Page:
HERE is home sweet home, definitely where the heart is, and I felt to simply share it with you today, inviting without expectation your own free experience of its parts and the whole. If it gives you even a moment’s simple pleasure, then I shall count myself the king of the world. That will be “enough.”

To briefly set the stage: I am set up with easel and paints on the roof of the (one story) 1926 Old Spanish home next door that we bought from the family of my long-time neighbor Vivian, whom we loved dearly, after she had need for it no more. Toward the right and back you see the two-story garage/ etc. building painted the same green as the house.

The buildings seen to the left are our “house” house (facing the street), a 1937 treasure built by a Cuban couple forced into early exile not for political reasons, but as a result of of the wife’s chronic illness, sadly requiring treatment then available only at Jackson Hospital.The house was built by Cuban craftsmen come to do the job, and it is quite clearly a labor of love. It’s named “La Paz,” or “Peace.”

My late partner Scott and I discovered and bought the place together, a first for us both, moving in in Feb. of 1992 ( I always think of it as “the February before Andrew”). I know I’ve been here a while, for I myself planted the Bahamian Yellow Coconut Palm now putting on such a show. Out back is the traditional half-garage and servant’s quarters, now, a few renovations later, a wonder of a living space I’ve been known to describe in shorthand as a “fantasia on Florida themes.” surrounded by gardens, and the sounds of falling water.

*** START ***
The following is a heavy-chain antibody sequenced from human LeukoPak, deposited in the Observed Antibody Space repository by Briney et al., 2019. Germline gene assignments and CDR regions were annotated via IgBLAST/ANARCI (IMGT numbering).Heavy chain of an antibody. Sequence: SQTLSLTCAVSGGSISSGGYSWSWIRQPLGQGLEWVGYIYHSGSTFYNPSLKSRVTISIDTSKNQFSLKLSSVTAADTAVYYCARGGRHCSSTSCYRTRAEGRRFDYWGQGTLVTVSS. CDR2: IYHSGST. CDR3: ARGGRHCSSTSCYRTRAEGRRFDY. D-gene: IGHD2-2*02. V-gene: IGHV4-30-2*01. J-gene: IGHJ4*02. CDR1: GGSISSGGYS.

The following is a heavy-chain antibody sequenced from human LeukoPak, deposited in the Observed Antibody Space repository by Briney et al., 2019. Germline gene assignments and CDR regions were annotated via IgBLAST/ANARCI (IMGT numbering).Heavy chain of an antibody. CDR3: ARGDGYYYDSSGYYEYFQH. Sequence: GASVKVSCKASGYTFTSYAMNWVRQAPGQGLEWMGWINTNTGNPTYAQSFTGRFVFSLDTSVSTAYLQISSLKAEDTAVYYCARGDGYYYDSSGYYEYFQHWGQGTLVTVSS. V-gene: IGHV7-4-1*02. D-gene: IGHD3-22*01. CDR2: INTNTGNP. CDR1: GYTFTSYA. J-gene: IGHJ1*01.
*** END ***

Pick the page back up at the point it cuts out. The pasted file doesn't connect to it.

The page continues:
It’s called “Lost Reef Cottage” after an amazing coral reef formation was excavated after we’d removed the considerable driveway with the ambition of transforming yard into a native “hammock,” or forest.  For 7-8 years Alan and I made both the Cottage and the home next door (“the Mission”) available as vacation rentals, which was a wonderful experience but exhausting, and are ready to find longer-term tenants to next enjoy them.

One final note: though maybe not easy to make out in the image, if you look closely in the 2nd floor window of the house next door you’ll note that our boy, Hoppers, has taken advantage of the cool winter’s day, a half-open window, and an opportunity to be in one of Daddy’s paintings to stretch our regally on the wooden windowsill and gaze curiously my way, which made me happy.


We do love the boy.

Thank you.

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Dateline: "A Special Message Sent to the Future by Mrs. Girard’s Second Grade Class at Riverside Elementary," Mar. 17, 1953. "Paul’s Safari Into Miami’s History"